In June, in international waters some 30 miles off the coast of Italy, the White Rose of Drachs began to drift starboard.
Inexorably, the $80 million, 65-meter luxury super-yacht yielded its GPS-determined course until it was under complete control by hijackers.
No alarms went off.
As far as the ship's GPS equipment was concerned, the signals it was getting were authentic, and once a location discrepancy was reported by the ship's navigation system, a course correction was initiated by the crew.
But those signals were not authentic, and the ship was not on course.
The signals were in fact being sent from the White Rose's upper deck by University of Texas/Cockrell School of Engineering graduate students Jahshan Bhatti and Ken Pesyna.
A team from the school had been invited aboard while the White Rose sailed from Monaco to Rhodes, Greece, on the Mediterranean Sea.
Using a blue box about the size of a briefcase, the duo spoofed the ship's GPS signals, sending counterfeit signals that slowly, subtly overpowered the authentic GPS signals until the ship ultimately came under their control.
If this sounds familiar, it's because students from this engineering school did the same thing to a drone last year.
In May 2012, the engineering students tried out their $1,000 spoofer, which they had cobbled together in response to a dare from the US Department of Homeland Security (DHS).
Under the direction of Assistant Professor Todd Humphreys, who is now working for the Department of Aerospace Engineering and Engineering Mechanics, the students last spring managed to hack and hijack a drone with what Humphreys at the time said was the most advanced spoofing device ever.
Both the drone and yacht hijackings were designed to shed light on the perils of navigation attacks, serving as evidence that spoofing is a serious threat to marine vessels and other forms of transportation.
In plain English, that means that hackers can send drones smashing, say, into our skulls.
After the students had gained control of the ship’s navigation system, the team planned to coerce the ship onto a new course with subtle maneuvers that positioned the yacht a few degrees off its original course.
When the ship's navigation system detected the location discrepancy, the crew corrected the course - at least, they thought they did.
In reality, their course corrections were setting the ship slightly off its course line.
The attack is portrayed in this video posted on Monday by the school.
According to a writeup from the school, inside the yacht’s command room, an electronic chart showed its progress along a fixed line.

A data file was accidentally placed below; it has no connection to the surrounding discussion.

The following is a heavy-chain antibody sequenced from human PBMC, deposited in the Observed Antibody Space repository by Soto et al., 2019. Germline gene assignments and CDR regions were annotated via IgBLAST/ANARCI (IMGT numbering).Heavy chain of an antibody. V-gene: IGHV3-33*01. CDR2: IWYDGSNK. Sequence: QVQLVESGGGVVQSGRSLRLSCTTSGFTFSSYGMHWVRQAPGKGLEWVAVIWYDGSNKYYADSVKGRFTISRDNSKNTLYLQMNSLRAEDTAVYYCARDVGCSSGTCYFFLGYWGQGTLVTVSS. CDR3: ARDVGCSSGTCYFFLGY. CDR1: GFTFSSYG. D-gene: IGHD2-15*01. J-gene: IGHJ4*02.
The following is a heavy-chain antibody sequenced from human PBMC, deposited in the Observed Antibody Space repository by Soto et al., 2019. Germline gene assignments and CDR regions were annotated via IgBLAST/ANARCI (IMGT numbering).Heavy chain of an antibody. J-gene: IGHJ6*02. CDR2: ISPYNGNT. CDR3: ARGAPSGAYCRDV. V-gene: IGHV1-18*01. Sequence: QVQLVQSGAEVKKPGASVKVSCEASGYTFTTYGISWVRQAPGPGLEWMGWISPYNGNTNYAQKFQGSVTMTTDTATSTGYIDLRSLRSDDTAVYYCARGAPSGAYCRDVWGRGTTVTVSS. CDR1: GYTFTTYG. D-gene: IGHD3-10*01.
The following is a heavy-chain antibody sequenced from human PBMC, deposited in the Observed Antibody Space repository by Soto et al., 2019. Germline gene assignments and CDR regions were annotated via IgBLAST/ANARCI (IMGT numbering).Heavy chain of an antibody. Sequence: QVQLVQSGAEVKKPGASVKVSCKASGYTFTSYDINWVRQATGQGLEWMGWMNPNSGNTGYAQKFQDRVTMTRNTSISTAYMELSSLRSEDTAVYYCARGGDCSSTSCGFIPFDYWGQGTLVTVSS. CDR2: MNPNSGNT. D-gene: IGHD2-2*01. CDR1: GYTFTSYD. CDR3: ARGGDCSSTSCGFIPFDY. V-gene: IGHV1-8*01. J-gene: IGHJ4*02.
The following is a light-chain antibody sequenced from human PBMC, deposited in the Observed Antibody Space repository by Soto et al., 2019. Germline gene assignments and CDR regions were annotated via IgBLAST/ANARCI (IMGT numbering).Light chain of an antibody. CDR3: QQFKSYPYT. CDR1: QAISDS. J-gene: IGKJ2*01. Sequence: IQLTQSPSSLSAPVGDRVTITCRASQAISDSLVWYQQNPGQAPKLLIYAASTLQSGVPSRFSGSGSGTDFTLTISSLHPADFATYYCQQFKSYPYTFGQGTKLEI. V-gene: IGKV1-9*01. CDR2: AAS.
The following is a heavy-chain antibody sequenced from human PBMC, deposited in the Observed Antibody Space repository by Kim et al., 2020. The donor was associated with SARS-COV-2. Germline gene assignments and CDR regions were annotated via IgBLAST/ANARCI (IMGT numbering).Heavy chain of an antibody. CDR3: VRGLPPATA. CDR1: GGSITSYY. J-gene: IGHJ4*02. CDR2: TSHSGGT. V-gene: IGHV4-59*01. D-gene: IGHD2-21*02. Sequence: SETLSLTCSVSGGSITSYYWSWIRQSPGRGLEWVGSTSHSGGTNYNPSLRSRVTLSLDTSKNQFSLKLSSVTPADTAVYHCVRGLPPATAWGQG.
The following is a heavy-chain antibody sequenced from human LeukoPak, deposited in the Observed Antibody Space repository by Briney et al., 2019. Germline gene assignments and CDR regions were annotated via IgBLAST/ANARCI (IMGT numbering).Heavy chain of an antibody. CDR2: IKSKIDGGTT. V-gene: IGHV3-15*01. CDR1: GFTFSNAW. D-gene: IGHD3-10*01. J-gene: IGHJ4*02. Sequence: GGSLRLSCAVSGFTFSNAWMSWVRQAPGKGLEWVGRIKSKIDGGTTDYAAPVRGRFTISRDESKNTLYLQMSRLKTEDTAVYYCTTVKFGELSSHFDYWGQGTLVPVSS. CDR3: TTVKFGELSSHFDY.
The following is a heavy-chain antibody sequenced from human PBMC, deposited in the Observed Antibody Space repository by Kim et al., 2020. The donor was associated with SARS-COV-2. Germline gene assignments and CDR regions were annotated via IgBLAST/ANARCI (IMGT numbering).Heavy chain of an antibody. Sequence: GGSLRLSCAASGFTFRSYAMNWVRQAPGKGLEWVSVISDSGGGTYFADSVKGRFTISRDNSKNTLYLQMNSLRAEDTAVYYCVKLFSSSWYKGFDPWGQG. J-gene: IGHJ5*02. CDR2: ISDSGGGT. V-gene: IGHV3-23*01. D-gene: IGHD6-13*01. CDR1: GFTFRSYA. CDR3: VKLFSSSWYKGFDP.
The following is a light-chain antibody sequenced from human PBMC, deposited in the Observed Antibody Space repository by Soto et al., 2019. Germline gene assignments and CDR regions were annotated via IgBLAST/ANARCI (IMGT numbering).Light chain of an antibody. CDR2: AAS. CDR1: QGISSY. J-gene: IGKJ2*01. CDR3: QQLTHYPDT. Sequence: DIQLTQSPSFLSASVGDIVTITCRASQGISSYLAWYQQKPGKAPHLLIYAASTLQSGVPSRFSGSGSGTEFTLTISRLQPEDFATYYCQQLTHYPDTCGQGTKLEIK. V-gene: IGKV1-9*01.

On deck, however, passengers could detect "a pronounced curve showing that the ship had turned," the school reported.
Humphreys said that the ship actually turned - a movement that all could feel - but the chart display and the crew "saw only a straight line."
The yacht had been nudged onto a parallel track hundreds of meters from its intended course.
Chandra Bhat, director of the Center for Transportation Research at UT Austin, said that the experiment highlights the vulnerability of the transportation sector to such attacks:
“The surprising ease with which Todd and his team were able to control a (multimillion) dollar yacht is evidence that we must invest much more in securing our transportation systems against potential spoofing."
Humphreys said that the experiments are applicable to other semi-autonomous craft that are now operated, in part, on autopilot.
The demonstrations are part of an ongoing research project supported by the university's Wireless Networking and Communications Group through an Industrial Affiliates program.
DHS has been attempting to identify and mitigate GPS interference through its Patriot Watch and Patriot Shield programs, but the effort has been deemed poorly funded, was still in its infancy as of June 2012, was mostly geared toward detecting GPS hackers using jammers instead of spoofers, and, judging by the results of the successful yacht takeover, hasn't to date produced much change in the vulnerabilities of GPS.
Now, in addition to worrying about hackable juggernauts flying over us in the form of drones, we can worry about autopilot superyachts being yanked like puppets on strings by pirates, careening off course, or being used as weapons.
Would one call those hackable aquanauts?